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Children's book removed

Based on objections from a third-grader's mother, School Board members pull Freaky Friday from schools until they can read it.


© St. Petersburg Times, published January 18, 2001

BROOKSVILLE -- Freaky Friday, a rarely challenged children's book published nearly 30 years ago, has been pulled from the library shelves of Hernando County's schools based on a parent's complaint about its content.

The School Board agreed Tuesday night to consider Joan Anderson's appeal of a decision by a district book review committee, which voted unanimously to keep the book on the shelves.

Freaky Friday, by Mary Rodgers and first published in 1972, is about 13-year-old Annabel Andrews, who wakes up one day in her mother's body. Her experiences help her see her mother in a different light. It was made into a 1977 Disney movie starring Jodie Foster as Annabel and a 1995 movie starring Shelley Long as Annabel's mother.

Anderson, whose daughter is a third-grader at J.D. Floyd Elementary in Spring Hill, submitted two pages of objections to the book. Mostly, they concern references to drinking and smoking or characters who take God's name in vain.

But Anderson said she and her daughter, both active in church, were most concerned by a sentence that she says advocates violence. It was set in the context of how Annabel, in her mother's body, describes her principal as he pulled out "the long nails and fangs" during a parent conference, where he detailed Annabel's shortcomings.

It read, "The hands were clasped together with index fingers tapping (this is the church, and this is the steeple, open the doors and kill all the people.)"

Anderson said the passage teaches children to kill. "What do we have in schools now? We have a problem with guns, a problem with weapons," she said.

Anderson said the book uses words and describes behavior that would get kids in trouble if they mimicked it at school. "You can't smoke. You can't drink. You can't do drugs. You can't have sex. You can't kill people. You can't use bad words," Anderson said. "It's contradicting what we are teaching them."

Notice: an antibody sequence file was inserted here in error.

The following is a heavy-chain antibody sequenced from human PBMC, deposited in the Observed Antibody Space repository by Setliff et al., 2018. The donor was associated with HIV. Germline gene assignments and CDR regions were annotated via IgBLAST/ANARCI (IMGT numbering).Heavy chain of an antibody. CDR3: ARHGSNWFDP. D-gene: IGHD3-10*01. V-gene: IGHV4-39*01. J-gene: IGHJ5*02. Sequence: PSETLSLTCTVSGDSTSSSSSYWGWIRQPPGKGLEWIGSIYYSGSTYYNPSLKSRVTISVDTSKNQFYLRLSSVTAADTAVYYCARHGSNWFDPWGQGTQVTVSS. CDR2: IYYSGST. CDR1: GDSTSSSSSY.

A committee composed of a teacher, a parent, a principal, a high school student and a resident reviewed the book. Some had reservations about that passage, said Elaine Wooten, a curriculum specialist who brought the group together.

But the group thought the book was not objectionable enough to be pulled, Wooten said.

Suncoast Elementary principal Tizzy Schoelles, also on the committee, found nothing harmful in the book. The steeple passage describes violence, she said. It does not incite violence.

"By teaching the Holocaust we don't incite people to repeat what was done," Schoelles said. "No child's morality would be challenged by anything in that book."

Schoelles considers this an issue of censorship.

"I think the parent did the right thing for her kid. But I think the parent has no right to intercede for other parents," Schoelles said. "We have thousands of parents who have chosen not to challenge the book. Nobody is speaking for them."

Freaky Friday has not previously been challenged in Hernando County. Nor, to the best of anyone's memory, has it been challenged in Hillsborough, Pinellas, Citrus or Pasco counties.

Books such as Of Mice and Men and To Kill a Mockingbird are on the American Library Association's list of the 100 most frequently challenged books of the 1990s. Freaky Friday is not.

Freaky Friday was pulled from the shelf at J.D. Floyd since Anderson first complained in November. First-year media specialist Sara Cohen and principal Janet Yungmann-Barkalow had concerns about the passages Anderson highlighted.

"The parent wasn't comfortable with the book being available," Cohen said. "We solved the problem here."

Freaky Friday had been available to students at Chocachatti, Pine Grove, Westside andDeltona elementaries and at Powell Middle School. Brooksville Elementary kept a copy on a shelf for teachers.

School Board members decided Tuesday to pull the book from all schools until they can read it and decide whether it should remain available. They are scheduled to decide at a Feb. 6 meeting.

Board member Robert Wiggins said Tuesday night that based on the excerpts Anderson quoted, the book seems "inappropriate" for elementary schools.

Chairman Jim Malcolm suggested Wiggins read the book before making up his mind. In an interview Wednesday, Malcolm said: "I will never vote to take a book off the shelf of a school library."

This isn't Anderson's first brush with controversy.

At J.D. Floyd, she was the leading opponent of the school's push for school uniforms. She also objected to recent changes in the traffic flow around the school.

Before the Hernando County Commission, she argued that more parking be made available for big-rig truckers. The St. Petersburg Times has published numerous guest columns and letters to the editor from Anderson. In her writing she opposed excessive homework for students, an early start to the school year and money for sprucing up highway medians. She also capped off a letter praising volunteers for keeping up a neighborhood park by taking a jab at county commissioners for failing to attend a picnic celebrating the park's first anniversary.

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